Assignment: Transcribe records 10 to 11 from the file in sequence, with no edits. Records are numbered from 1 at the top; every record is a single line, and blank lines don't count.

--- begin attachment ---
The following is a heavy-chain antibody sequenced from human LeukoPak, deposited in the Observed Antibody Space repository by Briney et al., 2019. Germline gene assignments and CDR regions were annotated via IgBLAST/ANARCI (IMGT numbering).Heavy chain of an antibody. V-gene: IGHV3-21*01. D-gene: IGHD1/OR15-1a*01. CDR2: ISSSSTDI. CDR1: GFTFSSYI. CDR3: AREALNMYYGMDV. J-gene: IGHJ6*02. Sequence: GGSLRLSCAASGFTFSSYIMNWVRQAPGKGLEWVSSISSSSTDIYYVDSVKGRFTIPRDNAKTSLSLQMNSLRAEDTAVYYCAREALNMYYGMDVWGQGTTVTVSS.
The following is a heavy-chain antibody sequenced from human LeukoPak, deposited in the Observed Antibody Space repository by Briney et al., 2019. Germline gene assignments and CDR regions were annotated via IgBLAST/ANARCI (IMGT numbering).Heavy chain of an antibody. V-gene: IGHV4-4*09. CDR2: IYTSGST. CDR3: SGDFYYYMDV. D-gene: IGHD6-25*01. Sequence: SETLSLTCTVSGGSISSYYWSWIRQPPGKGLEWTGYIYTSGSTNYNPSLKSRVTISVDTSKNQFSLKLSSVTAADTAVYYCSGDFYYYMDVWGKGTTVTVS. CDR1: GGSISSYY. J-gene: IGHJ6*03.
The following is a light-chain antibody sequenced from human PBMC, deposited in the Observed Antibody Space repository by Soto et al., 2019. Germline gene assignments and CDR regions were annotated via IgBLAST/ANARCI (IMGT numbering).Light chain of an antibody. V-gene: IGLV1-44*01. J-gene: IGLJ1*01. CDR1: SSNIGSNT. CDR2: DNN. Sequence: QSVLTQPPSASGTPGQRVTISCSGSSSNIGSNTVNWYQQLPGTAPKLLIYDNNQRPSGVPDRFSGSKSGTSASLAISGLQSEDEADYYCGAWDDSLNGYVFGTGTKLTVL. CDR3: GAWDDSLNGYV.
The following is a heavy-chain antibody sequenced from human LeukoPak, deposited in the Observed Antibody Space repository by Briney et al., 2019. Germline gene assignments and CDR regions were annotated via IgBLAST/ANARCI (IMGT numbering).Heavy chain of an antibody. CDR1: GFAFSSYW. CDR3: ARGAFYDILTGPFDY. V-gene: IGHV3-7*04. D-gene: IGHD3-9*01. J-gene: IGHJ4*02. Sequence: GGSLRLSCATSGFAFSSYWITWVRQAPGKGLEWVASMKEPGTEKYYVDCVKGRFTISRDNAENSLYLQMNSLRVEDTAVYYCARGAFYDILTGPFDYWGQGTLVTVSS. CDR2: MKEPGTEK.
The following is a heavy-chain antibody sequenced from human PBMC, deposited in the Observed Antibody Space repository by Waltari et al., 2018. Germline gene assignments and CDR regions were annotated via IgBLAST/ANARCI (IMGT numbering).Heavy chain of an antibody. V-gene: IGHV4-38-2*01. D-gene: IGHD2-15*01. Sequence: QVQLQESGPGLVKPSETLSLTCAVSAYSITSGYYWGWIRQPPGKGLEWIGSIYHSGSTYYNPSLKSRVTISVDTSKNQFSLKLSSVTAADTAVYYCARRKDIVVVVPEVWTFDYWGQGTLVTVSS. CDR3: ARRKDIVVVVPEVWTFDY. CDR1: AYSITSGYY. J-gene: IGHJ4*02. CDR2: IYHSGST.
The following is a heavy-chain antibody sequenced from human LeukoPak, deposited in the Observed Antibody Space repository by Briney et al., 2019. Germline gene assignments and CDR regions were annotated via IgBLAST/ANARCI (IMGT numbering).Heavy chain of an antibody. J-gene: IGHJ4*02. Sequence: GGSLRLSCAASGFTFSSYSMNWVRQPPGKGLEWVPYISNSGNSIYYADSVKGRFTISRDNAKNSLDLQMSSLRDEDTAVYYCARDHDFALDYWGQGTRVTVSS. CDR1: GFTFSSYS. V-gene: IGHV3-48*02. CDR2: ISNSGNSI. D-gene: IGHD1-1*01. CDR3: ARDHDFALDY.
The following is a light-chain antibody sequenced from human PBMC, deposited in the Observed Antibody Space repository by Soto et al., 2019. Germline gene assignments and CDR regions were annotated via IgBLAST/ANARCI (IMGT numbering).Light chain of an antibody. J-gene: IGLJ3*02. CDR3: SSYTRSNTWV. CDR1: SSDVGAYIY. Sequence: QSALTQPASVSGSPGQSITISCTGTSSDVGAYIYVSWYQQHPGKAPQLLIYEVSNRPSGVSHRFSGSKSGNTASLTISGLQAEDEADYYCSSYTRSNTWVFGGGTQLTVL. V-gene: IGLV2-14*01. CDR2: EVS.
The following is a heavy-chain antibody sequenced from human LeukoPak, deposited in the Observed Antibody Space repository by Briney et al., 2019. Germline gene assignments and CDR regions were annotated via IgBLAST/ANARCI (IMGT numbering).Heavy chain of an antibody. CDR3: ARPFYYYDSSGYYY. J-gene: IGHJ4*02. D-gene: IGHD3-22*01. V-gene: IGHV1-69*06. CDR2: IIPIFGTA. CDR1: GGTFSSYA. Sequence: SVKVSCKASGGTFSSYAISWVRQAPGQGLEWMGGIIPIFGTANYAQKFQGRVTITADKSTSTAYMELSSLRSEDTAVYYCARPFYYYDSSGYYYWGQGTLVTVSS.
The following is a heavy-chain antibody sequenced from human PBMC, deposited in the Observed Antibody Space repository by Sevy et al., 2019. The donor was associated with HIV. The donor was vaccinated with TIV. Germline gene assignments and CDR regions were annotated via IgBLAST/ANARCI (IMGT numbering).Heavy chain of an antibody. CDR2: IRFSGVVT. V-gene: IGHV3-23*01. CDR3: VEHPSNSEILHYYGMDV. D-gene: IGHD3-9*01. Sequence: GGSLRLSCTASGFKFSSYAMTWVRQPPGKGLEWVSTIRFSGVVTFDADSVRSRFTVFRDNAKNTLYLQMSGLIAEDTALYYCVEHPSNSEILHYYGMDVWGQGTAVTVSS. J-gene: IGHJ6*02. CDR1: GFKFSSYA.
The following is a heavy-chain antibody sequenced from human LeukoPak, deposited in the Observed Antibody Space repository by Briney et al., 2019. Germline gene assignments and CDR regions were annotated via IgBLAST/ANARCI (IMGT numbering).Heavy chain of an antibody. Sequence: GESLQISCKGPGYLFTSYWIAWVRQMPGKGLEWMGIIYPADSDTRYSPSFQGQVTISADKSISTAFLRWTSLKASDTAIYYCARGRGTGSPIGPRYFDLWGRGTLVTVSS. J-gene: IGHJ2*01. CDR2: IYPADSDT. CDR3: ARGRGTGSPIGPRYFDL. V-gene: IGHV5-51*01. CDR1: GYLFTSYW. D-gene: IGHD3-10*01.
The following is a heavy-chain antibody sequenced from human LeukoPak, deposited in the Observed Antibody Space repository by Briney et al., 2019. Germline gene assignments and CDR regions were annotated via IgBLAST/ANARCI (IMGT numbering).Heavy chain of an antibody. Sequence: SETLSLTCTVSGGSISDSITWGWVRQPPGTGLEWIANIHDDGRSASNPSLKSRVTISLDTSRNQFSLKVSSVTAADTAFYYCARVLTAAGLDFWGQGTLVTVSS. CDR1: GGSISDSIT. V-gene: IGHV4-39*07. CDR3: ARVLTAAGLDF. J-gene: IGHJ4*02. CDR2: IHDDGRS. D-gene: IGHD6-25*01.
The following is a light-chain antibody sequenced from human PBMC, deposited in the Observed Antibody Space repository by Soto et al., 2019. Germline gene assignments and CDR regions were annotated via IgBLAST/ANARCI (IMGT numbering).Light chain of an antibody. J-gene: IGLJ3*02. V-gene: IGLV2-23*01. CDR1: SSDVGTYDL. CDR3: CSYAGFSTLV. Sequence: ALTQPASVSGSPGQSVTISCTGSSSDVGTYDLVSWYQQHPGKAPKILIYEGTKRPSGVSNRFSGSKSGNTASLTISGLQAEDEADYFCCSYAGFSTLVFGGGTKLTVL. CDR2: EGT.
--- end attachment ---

The following is a heavy-chain antibody sequenced from human LeukoPak, deposited in the Observed Antibody Space repository by Briney et al., 2019. Germline gene assignments and CDR regions were annotated via IgBLAST/ANARCI (IMGT numbering).Heavy chain of an antibody. Sequence: GESLQISCKGPGYLFTSYWIAWVRQMPGKGLEWMGIIYPADSDTRYSPSFQGQVTISADKSISTAFLRWTSLKASDTAIYYCARGRGTGSPIGPRYFDLWGRGTLVTVSS. J-gene: IGHJ2*01. CDR2: IYPADSDT. CDR3: ARGRGTGSPIGPRYFDL. V-gene: IGHV5-51*01. CDR1: GYLFTSYW. D-gene: IGHD3-10*01.
The following is a heavy-chain antibody sequenced from human LeukoPak, deposited in the Observed Antibody Space repository by Briney et al., 2019. Germline gene assignments and CDR regions were annotated via IgBLAST/ANARCI (IMGT numbering).Heavy chain of an antibody. Sequence: SETLSLTCTVSGGSISDSITWGWVRQPPGTGLEWIANIHDDGRSASNPSLKSRVTISLDTSRNQFSLKVSSVTAADTAFYYCARVLTAAGLDFWGQGTLVTVSS. CDR1: GGSISDSIT. V-gene: IGHV4-39*07. CDR3: ARVLTAAGLDF. J-gene: IGHJ4*02. CDR2: IHDDGRS. D-gene: IGHD6-25*01.